It’s been reported that many unbanked people that lack theses banking capabilities, have a mobile cell phone. They are often a pre-paid low cost phone that aren’t always connected to the internet.  There is where FinTech can help.  As the technology keeps developing, phones are getting better and faster and that means the phones we have now will become obsolete and passed down to unbanked people of society, giving them the opportunity to access the internet easily.  Mobile phones have enormous processing power and will eventually be the primary device for banking and finance activities for many of Americans.  However, it’s still early stages, the use of mobile banking is growing, users can access the app at any time.  It’s still not our first option for banking.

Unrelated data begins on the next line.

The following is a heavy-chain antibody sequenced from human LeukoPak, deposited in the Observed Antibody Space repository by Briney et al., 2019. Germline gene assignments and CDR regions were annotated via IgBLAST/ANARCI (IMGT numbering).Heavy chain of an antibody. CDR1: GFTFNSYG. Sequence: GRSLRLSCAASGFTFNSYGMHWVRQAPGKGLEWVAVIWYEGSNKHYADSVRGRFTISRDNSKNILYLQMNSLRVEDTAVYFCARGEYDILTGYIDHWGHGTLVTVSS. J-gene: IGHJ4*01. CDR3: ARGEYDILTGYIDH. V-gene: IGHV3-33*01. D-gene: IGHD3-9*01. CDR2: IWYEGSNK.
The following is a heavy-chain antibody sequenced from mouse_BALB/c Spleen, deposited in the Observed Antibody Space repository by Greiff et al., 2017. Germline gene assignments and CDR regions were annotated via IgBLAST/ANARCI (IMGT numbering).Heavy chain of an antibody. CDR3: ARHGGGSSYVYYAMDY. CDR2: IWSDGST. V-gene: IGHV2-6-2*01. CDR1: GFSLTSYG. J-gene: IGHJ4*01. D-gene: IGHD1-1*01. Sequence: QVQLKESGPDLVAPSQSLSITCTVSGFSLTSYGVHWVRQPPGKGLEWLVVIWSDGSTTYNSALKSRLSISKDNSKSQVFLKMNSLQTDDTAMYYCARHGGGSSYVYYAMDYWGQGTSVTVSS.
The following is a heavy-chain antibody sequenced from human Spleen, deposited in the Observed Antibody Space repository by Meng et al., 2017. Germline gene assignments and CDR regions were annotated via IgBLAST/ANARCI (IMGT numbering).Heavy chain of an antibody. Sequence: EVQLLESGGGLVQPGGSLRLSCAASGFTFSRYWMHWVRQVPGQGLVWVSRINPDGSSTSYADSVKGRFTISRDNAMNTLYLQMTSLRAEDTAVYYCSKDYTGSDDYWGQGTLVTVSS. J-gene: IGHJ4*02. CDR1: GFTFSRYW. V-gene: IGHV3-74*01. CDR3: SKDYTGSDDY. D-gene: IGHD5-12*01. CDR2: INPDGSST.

To provide a little context to the severity of this issue, nearly one-third of the population in the US (106 Million) are either under unbanked or under banked.  The FDIC (Federal Deposit Insurance Corporation) state that around 17% of American’s are underbanked.  Meaning they use a bank account in addition to an alternative financial service like, payday lenders – which we now see the CFCB introduction new legislation that will probably put a lot of payday lenders out of business or payroll cards.